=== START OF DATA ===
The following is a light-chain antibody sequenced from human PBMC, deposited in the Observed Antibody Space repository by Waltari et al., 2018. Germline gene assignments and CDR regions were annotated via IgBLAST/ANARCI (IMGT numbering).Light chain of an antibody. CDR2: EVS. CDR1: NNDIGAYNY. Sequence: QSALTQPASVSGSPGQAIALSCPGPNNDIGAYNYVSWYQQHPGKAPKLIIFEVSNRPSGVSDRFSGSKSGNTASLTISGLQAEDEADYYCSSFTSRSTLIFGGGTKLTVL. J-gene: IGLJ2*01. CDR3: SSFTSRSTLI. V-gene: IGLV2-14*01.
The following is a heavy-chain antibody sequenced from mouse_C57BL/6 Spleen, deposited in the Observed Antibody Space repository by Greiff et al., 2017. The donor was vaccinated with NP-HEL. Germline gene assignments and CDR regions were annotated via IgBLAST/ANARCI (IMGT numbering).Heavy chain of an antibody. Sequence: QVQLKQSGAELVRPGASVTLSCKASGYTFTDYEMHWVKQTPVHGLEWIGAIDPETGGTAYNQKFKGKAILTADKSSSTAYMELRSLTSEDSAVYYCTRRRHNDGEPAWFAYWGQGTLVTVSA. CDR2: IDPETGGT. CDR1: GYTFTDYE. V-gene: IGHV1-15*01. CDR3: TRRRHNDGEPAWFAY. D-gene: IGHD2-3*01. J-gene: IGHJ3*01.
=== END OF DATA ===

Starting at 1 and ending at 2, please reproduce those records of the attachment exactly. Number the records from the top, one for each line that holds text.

The following is a light-chain antibody sequenced from human PBMC, deposited in the Observed Antibody Space repository by Waltari et al., 2018. Germline gene assignments and CDR regions were annotated via IgBLAST/ANARCI (IMGT numbering).Light chain of an antibody. CDR2: EVS. CDR1: NNDIGAYNY. Sequence: QSALTQPASVSGSPGQAIALSCPGPNNDIGAYNYVSWYQQHPGKAPKLIIFEVSNRPSGVSDRFSGSKSGNTASLTISGLQAEDEADYYCSSFTSRSTLIFGGGTKLTVL. J-gene: IGLJ2*01. CDR3: SSFTSRSTLI. V-gene: IGLV2-14*01.
The following is a heavy-chain antibody sequenced from mouse_C57BL/6 Spleen, deposited in the Observed Antibody Space repository by Greiff et al., 2017. The donor was vaccinated with NP-HEL. Germline gene assignments and CDR regions were annotated via IgBLAST/ANARCI (IMGT numbering).Heavy chain of an antibody. Sequence: QVQLKQSGAELVRPGASVTLSCKASGYTFTDYEMHWVKQTPVHGLEWIGAIDPETGGTAYNQKFKGKAILTADKSSSTAYMELRSLTSEDSAVYYCTRRRHNDGEPAWFAYWGQGTLVTVSA. CDR2: IDPETGGT. CDR1: GYTFTDYE. V-gene: IGHV1-15*01. CDR3: TRRRHNDGEPAWFAY. D-gene: IGHD2-3*01. J-gene: IGHJ3*01.